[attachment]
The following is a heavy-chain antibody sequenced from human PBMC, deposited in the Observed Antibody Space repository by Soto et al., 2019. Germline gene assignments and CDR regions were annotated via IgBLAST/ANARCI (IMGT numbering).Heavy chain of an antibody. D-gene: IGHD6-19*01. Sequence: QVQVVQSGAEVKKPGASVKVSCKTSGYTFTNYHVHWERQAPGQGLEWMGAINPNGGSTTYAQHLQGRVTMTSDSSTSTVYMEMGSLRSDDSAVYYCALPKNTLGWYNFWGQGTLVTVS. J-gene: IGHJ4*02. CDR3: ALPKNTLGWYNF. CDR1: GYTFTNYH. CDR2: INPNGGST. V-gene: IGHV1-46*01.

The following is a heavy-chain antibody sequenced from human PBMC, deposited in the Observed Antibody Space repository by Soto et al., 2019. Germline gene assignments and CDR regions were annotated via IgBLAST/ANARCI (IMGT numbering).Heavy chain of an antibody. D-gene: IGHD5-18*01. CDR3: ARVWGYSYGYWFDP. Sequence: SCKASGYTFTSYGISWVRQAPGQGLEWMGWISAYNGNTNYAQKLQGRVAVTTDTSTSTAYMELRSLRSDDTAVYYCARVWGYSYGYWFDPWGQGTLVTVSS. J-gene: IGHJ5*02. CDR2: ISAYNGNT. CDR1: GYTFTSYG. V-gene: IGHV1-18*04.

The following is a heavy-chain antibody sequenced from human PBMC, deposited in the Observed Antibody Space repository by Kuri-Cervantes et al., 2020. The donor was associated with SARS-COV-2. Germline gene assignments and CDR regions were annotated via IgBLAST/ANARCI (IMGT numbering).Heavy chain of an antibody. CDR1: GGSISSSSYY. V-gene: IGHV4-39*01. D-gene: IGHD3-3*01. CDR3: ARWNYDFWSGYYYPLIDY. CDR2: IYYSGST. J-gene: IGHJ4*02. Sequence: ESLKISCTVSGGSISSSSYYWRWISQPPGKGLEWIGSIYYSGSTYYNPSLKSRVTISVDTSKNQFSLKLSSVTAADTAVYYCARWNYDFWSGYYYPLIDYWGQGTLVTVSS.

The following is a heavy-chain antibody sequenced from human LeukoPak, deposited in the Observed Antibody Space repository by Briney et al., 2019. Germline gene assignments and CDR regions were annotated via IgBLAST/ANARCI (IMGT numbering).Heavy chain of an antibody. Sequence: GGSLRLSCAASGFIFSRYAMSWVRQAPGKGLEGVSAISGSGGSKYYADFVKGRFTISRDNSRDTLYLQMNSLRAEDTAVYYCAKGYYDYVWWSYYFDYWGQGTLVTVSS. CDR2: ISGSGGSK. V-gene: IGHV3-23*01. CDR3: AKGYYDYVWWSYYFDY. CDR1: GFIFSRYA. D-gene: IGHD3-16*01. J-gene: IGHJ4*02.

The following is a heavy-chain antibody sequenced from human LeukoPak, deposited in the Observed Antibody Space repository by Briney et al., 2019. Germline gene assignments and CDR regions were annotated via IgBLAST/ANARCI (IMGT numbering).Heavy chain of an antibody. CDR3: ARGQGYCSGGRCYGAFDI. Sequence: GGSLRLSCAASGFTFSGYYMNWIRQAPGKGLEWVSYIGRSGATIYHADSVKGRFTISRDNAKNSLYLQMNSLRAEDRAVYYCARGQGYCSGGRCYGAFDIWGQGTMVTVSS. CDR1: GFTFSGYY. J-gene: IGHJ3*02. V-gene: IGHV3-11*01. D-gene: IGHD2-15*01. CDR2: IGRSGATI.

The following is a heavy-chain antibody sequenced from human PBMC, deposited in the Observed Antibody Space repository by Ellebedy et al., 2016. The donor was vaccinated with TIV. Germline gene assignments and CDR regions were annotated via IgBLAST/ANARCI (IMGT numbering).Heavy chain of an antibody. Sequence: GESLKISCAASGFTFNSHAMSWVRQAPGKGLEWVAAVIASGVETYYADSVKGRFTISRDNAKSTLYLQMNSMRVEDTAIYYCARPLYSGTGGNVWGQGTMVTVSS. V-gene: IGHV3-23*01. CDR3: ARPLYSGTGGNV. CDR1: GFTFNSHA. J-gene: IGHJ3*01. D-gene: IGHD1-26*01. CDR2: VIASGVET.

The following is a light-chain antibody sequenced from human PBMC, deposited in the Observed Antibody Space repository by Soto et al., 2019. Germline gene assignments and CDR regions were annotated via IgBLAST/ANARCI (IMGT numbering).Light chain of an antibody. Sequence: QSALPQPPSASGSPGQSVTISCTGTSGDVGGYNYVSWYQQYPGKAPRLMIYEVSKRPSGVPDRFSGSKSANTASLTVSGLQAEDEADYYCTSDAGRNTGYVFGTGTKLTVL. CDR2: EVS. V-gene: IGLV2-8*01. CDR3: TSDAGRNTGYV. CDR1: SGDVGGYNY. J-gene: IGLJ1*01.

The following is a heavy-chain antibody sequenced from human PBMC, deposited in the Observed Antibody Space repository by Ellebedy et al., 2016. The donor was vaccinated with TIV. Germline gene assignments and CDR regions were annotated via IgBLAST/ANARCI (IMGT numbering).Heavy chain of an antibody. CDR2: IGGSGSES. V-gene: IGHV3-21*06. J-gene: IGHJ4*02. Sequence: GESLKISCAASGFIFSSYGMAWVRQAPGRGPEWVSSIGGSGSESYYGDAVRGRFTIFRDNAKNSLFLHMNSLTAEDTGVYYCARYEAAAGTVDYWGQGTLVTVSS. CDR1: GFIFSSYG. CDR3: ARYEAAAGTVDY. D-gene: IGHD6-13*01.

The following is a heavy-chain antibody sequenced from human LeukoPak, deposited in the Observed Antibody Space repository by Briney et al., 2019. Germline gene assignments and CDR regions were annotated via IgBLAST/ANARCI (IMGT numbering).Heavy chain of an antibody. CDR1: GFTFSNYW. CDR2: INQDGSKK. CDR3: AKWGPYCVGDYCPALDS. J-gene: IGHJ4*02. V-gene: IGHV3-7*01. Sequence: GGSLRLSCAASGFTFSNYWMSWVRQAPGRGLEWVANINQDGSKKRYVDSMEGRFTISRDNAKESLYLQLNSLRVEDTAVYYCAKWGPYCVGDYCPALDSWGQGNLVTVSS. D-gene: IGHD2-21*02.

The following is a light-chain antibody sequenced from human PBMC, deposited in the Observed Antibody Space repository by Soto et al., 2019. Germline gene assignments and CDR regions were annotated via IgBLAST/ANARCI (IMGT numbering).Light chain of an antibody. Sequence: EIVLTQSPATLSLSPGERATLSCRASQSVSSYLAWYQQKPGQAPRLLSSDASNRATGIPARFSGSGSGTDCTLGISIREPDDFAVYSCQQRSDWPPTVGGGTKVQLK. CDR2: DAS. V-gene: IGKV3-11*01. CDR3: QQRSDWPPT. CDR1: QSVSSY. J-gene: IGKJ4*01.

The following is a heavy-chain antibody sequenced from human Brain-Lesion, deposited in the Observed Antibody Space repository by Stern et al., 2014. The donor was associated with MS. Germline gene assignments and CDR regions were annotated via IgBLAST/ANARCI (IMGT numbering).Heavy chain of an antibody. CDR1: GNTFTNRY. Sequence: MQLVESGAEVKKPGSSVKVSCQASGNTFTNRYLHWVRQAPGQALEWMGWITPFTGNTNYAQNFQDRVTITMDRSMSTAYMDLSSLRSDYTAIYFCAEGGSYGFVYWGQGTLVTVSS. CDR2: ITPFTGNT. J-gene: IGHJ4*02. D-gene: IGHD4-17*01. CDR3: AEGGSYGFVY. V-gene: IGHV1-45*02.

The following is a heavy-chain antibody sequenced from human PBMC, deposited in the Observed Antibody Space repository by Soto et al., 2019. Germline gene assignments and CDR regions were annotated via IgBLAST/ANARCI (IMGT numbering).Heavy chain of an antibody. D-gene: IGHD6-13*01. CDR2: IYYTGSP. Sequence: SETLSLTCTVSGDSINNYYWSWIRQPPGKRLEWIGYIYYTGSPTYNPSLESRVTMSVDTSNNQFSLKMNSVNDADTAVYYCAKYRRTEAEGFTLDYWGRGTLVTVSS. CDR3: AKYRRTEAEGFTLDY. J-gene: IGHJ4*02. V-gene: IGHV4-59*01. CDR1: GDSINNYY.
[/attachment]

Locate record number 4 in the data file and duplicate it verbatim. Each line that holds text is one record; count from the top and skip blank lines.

The following is a heavy-chain antibody sequenced from human LeukoPak, deposited in the Observed Antibody Space repository by Briney et al., 2019. Germline gene assignments and CDR regions were annotated via IgBLAST/ANARCI (IMGT numbering).Heavy chain of an antibody. Sequence: GGSLRLSCAASGFIFSRYAMSWVRQAPGKGLEGVSAISGSGGSKYYADFVKGRFTISRDNSRDTLYLQMNSLRAEDTAVYYCAKGYYDYVWWSYYFDYWGQGTLVTVSS. CDR2: ISGSGGSK. V-gene: IGHV3-23*01. CDR3: AKGYYDYVWWSYYFDY. CDR1: GFIFSRYA. D-gene: IGHD3-16*01. J-gene: IGHJ4*02.